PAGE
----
Because physical therapy cancer programs are designed to fight against muscular dystrophy, it can be one of the best methods to keep patients healthy. Because so much of the early chemotherapy process requires for individuals to stay relatively stationary to recover, it is not uncommon for many to begin losing muscle mass and feel weaker overall. Physical therapy helps exercise muscles, bringing necessary strength back to the patient as they continue to recover. As the body becomes stronger, the patient will be able to fight against the mesothelioma more efficiently, reducing potential issues in the future of the recovery.

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Improved Respiratory Health

Because of how dangerous the growths are, they can severely impact the way the individual breathes. With poor respiratory health, the patient may feel distressed, and the recovery process may be more difficult that it needs to be. Through physical therapy, the patient is able to improve their ability to breathe, reducing their risk of running into future respiratory issues. Improving breathing function also provides the patient with more support on a cellular level. As lung function improves, the mesothelioma begins to slowly lose ground, resulting in a smoother and more enjoyable healing process for the patient.

Those who are interested in learning more about their physical therapy options should be sure to contact their medical professionals as soon as possible. Through the right basic exercise system, it can be easy for individuals to start to feel better and get their strength back. Like any other such recovery process, however, it is vital for patients to take the recovery slow to build up their strength and improve their outlook in the future.

For more information on cancer related physical therapy programs click here:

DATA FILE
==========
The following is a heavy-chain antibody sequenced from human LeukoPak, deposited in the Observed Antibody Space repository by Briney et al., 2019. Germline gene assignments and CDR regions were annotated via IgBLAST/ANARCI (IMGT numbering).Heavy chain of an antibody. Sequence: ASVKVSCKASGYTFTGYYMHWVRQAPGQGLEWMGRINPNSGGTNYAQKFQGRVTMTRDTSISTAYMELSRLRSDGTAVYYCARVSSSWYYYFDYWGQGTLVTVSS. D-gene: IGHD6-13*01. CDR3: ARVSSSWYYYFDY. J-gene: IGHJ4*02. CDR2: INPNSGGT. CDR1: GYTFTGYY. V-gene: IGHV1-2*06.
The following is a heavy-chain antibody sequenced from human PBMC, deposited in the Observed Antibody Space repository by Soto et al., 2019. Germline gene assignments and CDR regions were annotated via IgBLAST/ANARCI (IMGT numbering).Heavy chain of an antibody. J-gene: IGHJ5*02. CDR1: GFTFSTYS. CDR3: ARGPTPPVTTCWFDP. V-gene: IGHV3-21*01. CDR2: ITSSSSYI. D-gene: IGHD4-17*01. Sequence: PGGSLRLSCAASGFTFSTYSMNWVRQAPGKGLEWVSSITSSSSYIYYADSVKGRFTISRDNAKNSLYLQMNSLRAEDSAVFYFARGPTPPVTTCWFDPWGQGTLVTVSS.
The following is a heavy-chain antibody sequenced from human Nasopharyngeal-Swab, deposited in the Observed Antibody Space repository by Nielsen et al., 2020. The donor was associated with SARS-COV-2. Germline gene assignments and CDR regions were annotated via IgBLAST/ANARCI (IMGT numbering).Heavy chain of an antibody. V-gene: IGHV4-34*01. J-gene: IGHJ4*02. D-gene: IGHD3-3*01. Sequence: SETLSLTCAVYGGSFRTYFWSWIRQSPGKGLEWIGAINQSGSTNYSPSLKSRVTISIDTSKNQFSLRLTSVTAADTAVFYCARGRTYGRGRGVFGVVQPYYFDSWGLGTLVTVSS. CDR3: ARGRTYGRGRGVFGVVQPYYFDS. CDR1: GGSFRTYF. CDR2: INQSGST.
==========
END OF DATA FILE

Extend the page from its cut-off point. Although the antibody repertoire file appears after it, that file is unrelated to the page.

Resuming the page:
PT News

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This Month in PT News. Featuring articles from PTandMe partnering clinics.
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1. Raising Early Awareness of Flat Feet and Fallen Arches
Written by the therapy Team at The Jackson Clinics Physical Therapy

If the soles of your shoes show unusual wear patterns, one of the culprits might be the common condition of flat feet. Flat feet are normal in babies whose arches have not yet developed. The arch develops in childhood, and by the time you reach adulthood, a normal arch should be present. Read More

 

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2. The Kinesio Taping Method: What’s It All About?

Written by Melissa Coon at ARC Physical Therapy+

Barb Lewis is an Occupational Therapist and Certified Hand Therapist who specializes in upper extremity and wound injuries. She is also a Certified Kinesio Taping Practitioner. In honor of Pain Awareness Month this September, Barb shares her expertise on Kinesio Taping and explains how it benefits patients. Read More

 

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3. The Dual Role of Physical Therapy
Written by the therapy Team at Cornerstone Physical Therapy

A period of rest and recovery is essential after any injury, bwoman getting chiropracticut hip and pelvic fractures pose unique challenges. An extended period of bed rest is needed to allow time to heal. Reduced muscle tone and weakness may ensue. It can also result in a reduction in joint mobility. Physical therapy helps mitigate the effects of bed rest. Once a patient is weight bearing, a therapist can facilitate recovery using some of the following methods: Read More